A new development release of music player ‘Nightingale’ has been made available for download.

nightingale music playback

Songbird fork Nightingale was born after the former dropped official support for the Linux platform – a move that, it’s fair to say, didn’t impact on the majority of Linux users.

From the cold ashes of Songbird’s death on Linux came ‘Nightingale’, the early development of which was as turbulent as a propane-powered phoenix.

But bumps aside, the development of Nightingale continued, helping to maintain a third-party solution for fans of Songbird on Linux.

So is Nightingale worth installing in Ubuntu?


Nightingale Preview

Nightingale is not feature comparable with its step-sibling, which has taken an ‘try to be everything’ approach in recent years, but you will find music and video playback features included. Both use GStreamer for media playback – so you won’t need to add or install anything additional.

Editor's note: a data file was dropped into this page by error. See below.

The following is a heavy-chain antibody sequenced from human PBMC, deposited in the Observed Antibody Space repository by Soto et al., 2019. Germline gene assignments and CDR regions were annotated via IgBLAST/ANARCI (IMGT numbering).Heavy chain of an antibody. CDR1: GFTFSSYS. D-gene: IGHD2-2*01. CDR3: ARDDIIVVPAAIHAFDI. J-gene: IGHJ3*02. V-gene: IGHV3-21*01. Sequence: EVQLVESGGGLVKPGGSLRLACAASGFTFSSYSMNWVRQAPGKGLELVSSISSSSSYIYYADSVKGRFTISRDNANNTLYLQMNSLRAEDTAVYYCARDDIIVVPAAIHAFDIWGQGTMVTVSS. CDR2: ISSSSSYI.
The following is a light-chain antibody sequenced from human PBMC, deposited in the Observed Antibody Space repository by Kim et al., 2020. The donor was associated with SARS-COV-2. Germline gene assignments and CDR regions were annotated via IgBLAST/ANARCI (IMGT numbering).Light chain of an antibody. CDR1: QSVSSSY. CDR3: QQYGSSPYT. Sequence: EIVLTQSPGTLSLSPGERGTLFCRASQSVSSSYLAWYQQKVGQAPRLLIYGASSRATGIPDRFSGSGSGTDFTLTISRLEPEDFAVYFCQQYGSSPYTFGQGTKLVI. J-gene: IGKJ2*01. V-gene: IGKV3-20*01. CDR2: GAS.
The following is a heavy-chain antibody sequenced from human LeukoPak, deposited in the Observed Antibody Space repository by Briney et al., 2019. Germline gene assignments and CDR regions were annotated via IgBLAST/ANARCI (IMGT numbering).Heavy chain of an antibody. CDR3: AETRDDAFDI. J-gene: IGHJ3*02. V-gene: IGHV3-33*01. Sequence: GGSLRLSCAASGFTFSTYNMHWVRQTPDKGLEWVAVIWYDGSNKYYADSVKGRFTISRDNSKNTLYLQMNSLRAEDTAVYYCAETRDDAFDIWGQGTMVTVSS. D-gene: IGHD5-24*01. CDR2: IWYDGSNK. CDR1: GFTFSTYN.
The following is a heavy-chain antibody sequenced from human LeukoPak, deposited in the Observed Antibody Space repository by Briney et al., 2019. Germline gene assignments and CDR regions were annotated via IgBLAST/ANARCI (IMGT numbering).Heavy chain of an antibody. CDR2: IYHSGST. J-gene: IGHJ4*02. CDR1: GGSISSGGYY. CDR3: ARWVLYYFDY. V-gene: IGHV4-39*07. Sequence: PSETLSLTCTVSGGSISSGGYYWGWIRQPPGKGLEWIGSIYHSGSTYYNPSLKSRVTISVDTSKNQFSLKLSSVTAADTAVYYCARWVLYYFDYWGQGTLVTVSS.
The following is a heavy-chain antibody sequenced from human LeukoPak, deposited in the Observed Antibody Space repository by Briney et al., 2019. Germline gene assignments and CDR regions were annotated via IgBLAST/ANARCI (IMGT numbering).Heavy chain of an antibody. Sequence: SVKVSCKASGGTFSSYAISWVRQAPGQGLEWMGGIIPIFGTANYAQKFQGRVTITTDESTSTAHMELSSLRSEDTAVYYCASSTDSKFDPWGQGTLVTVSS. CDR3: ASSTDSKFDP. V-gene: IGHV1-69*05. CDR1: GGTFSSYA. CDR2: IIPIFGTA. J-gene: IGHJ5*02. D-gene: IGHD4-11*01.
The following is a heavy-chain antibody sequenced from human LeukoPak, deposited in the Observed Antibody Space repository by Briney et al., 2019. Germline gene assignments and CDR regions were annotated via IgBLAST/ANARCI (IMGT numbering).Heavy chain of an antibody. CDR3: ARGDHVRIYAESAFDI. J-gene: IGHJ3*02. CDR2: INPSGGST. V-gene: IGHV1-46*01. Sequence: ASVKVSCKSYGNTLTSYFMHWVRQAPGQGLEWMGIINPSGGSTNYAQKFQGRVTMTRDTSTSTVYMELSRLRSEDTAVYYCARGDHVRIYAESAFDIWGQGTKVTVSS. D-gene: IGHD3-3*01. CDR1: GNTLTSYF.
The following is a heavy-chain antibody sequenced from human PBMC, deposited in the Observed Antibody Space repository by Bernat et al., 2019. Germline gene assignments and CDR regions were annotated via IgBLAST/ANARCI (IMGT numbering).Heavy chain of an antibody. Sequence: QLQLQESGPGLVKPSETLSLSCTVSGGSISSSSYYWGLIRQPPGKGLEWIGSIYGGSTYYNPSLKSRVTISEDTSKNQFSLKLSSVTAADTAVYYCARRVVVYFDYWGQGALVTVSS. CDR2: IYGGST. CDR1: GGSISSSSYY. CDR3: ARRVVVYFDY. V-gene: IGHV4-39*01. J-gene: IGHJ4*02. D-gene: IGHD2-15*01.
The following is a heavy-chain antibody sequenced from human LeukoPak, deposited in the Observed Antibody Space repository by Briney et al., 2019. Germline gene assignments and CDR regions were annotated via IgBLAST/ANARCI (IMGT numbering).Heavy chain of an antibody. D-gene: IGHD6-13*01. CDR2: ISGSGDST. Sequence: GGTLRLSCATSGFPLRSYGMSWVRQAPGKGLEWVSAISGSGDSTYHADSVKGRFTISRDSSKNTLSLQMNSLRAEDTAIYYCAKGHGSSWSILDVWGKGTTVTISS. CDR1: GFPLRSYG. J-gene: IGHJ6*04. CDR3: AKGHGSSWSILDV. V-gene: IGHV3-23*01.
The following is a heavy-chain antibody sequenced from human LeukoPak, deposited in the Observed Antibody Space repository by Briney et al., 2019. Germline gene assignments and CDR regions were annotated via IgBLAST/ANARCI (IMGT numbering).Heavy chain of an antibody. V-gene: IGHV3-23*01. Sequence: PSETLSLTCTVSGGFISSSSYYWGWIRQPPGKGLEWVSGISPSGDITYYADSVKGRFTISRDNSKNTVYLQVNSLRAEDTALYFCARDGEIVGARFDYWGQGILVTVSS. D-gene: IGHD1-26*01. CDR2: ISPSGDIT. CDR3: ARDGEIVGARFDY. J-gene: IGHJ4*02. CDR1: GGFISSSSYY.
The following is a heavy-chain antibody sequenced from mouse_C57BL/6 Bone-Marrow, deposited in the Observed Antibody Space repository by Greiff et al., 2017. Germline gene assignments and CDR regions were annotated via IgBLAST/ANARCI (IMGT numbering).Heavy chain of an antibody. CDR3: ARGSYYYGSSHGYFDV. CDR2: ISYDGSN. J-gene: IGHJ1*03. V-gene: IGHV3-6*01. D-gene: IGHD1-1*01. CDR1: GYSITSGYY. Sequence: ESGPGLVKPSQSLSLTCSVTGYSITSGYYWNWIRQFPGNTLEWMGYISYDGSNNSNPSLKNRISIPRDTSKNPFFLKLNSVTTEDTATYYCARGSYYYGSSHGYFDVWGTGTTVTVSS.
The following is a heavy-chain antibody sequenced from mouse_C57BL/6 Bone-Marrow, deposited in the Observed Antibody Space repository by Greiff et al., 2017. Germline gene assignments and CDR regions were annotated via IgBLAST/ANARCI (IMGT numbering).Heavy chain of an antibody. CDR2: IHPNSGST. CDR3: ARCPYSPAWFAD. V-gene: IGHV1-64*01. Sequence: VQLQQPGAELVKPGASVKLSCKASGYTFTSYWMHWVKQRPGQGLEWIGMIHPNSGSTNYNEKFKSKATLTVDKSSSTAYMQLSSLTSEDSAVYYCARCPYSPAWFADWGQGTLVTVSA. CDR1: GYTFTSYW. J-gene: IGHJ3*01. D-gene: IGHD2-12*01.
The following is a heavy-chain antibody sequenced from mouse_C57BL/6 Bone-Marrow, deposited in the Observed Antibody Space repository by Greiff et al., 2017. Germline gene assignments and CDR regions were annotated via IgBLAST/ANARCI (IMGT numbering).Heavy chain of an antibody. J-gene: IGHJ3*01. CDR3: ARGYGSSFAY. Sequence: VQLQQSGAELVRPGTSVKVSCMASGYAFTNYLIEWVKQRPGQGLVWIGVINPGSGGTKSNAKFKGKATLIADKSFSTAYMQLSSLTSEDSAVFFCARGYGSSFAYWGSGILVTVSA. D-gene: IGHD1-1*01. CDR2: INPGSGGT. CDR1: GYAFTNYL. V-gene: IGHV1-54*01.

nightingale video playback

One complaint of Songbird was that it was bloated. Nightingale feel nippier and sits on far less RAM than I remember its predecessor doing. Importing my relatively-large music library still takes far longer than I’d like, however.

There are a handful of add-ons available for the app including gems such as Last.FM scrobbling and a coverflow-style media view.

Interface wise it’s clear that some work has been done to beautify the app, but the application still sticks out like a thumb that’s been repeatedly hit with a mallet. Much of this is not the fault of Nightingale per-se but the ‘toolkits’ they’re stuck with.


Whether you want to install Nightingale depends on your fondness for the applications’ previous incarnation. As commendable as maintaining the app is it still suffers many of the same flaws found in Songbird – the largest of which is offering nothing that native, lighter players don’t.

Download | getnightingale.com

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